Revivalism and Higher Criticism
The First Great awakening was largely Calvinistic and moored to the historic confessions of the church. The Second Great awakening was Arminian in nature and adrift in a sea of emotionalism. Why the difference? A significant event occurred between the two: the American Revolution. It’s significant to the church because not only did the people throw off the bonds of a king, but they also threw off the bonds of the church. Experience and subjectivism would rule the day, not creeds and doctrine.
In the void left by the removal of the confessions came an assault by the higher critics, something the emotionalism upon which the Second Great Awakening was based could not defend. Those charged with guarding the historic faith’s hen house were too drunk on Finney’s new wine to notice the fox, sporting a “Schleiermacher is my Homeboy” tee-shirt, running off with the Scriptures. An unfortunate legacy we’re still living with today.
Over at at Historia Ecclesiastica, A. Ian Hugh Clary provides an interesting look at the link between revivalism and higher criticism:
Andrew Holmes, Lecturer in Modern Irish History at Queen’s University Belfast, wrote an article on the causes and consequences of the Ulster Revival of 1859. Near the end of the piece he draws an illuminating link between the role of religious experience and the acceptance of higher criticism within evangelicalism. He says that when “pietistic spirituality”—that emphasizes personal conversion, holiness, and experience—is placed at the centre of theological enquiry, the bible can be characterized as a “record of the developing spiritual experience” rather than a manual of doctrine. This opens the doors for critical views of Scripture to enter in. Theological liberals separated the text and its historicity from spiritual experience and value. For evangelicals who were caught up in the ecstatic experience of revival (especially in Ulster’s case), a pietistic spirituality could be maintained while aberrant views of the bible were shuffled in. Holmes says, “It is significant that those figures most closely associated with modern biblical criticism within the Irish Presbyterian Church were also supporters of modern revivalism.”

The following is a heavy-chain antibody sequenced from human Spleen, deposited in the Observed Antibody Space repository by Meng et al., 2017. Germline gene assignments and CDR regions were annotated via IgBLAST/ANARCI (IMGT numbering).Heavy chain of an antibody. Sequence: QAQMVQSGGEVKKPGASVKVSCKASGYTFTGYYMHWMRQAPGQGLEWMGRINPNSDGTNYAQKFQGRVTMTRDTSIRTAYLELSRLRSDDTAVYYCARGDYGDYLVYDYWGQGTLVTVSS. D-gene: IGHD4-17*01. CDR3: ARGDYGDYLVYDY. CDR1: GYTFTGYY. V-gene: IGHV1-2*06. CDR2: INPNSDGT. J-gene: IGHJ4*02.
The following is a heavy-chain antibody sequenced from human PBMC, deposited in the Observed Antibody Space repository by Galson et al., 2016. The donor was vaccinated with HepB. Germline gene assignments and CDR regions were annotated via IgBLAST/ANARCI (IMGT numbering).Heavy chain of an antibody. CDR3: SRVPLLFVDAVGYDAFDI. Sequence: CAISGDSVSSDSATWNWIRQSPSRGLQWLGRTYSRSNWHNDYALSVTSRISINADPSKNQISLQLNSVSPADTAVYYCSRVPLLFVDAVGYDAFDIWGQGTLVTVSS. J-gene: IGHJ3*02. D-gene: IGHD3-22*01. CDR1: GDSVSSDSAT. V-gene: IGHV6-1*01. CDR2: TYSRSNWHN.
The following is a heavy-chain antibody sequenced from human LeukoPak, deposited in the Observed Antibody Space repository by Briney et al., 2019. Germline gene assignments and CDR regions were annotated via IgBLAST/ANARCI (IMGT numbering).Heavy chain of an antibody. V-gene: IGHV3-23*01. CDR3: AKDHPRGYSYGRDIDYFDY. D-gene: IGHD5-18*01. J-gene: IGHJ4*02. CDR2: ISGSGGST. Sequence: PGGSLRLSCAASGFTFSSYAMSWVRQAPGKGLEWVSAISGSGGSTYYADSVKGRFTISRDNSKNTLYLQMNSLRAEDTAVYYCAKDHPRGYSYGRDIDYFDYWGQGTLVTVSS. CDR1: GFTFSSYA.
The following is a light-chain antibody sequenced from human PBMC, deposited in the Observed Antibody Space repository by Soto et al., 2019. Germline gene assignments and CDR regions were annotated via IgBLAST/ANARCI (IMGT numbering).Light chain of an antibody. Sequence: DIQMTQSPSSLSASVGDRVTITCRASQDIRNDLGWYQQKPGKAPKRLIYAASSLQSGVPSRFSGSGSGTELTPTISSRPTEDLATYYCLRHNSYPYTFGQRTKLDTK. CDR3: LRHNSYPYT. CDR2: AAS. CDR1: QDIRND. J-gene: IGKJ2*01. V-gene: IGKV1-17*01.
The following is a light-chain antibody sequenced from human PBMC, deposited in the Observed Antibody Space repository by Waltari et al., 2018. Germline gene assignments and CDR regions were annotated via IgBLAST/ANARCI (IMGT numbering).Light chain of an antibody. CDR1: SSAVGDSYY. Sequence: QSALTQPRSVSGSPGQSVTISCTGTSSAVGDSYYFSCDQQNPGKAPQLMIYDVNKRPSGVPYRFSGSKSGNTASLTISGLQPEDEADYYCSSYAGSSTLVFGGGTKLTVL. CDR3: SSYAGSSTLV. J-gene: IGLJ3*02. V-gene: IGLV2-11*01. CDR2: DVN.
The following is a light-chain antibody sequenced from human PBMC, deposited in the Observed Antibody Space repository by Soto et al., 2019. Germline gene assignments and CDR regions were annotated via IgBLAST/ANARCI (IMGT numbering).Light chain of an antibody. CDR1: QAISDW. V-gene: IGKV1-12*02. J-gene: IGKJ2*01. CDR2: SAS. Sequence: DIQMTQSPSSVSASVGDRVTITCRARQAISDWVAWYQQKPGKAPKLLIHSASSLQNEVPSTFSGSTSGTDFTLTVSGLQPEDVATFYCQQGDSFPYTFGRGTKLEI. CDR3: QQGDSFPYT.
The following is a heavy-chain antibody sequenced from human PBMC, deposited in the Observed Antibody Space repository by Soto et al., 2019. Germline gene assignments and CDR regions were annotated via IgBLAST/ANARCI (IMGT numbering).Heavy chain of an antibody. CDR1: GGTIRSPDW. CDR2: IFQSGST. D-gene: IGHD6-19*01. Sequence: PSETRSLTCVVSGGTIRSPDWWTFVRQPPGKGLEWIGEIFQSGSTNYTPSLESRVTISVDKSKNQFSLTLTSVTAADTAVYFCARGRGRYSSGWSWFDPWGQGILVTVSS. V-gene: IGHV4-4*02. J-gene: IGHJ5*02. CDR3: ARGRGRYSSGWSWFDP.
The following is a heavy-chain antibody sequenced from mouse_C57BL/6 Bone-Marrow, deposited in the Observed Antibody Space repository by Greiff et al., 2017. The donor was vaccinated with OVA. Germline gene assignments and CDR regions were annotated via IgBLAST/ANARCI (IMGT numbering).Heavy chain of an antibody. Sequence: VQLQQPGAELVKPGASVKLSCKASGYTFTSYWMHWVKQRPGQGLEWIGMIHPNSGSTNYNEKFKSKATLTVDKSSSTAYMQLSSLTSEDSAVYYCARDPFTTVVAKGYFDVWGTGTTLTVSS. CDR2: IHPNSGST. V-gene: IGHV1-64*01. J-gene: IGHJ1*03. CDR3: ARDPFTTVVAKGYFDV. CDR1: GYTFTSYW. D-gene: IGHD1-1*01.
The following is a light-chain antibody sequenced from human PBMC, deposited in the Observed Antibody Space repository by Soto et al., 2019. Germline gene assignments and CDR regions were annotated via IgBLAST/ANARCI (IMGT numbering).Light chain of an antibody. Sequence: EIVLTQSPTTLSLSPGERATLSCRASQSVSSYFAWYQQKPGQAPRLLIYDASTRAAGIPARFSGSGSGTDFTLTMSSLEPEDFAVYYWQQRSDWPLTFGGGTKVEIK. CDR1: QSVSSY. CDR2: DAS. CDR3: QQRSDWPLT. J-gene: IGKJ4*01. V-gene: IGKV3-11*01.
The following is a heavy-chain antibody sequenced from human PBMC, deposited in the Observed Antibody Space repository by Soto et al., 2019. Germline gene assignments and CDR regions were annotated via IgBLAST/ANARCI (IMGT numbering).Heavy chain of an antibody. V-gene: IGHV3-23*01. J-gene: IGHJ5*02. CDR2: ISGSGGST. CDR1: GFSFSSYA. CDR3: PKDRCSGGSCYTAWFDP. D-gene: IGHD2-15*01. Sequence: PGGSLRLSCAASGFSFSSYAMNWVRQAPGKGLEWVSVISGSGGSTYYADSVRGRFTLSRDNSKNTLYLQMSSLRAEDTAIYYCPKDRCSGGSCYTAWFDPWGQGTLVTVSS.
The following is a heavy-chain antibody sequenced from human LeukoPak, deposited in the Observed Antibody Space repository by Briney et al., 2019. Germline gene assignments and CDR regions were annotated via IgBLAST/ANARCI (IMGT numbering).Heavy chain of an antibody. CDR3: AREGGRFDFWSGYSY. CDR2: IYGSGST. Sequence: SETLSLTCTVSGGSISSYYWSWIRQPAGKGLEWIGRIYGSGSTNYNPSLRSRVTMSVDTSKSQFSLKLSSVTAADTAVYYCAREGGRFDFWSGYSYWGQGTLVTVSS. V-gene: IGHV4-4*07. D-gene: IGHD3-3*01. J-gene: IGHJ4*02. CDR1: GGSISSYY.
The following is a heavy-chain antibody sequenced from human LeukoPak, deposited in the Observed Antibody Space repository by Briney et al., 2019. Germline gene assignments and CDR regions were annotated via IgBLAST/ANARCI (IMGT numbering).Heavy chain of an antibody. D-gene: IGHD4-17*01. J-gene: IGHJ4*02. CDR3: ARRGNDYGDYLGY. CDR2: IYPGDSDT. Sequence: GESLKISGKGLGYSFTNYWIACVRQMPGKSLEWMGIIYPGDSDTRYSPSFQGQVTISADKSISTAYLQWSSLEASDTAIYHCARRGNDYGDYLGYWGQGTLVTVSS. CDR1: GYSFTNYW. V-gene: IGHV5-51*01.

Holmes goes on to say that theologians who espoused higher criticism in Scotland were happy to draw the link with revivalism—especially the visits of D. L. Moody—and sought further revivals and religious experience. For instance, J. E. Davey, an evangelical who embraced higher criticism, used revivalism and religious experience in his defence during his trial for heresy in 1926-1927.
This is helpful for historians as we consider the benefits and pitfalls of revival, especially in its more recent forms. It should also temper us as Christians in our labours for revival—we need to make sure that the methods we espouse do not lead us to elevate religious experience to the role of doctrinal credibility. Rather, we need to maintain fidelity to the truths of the gospel handed down to us from our forebears, including those who experienced revival yet remained faithful.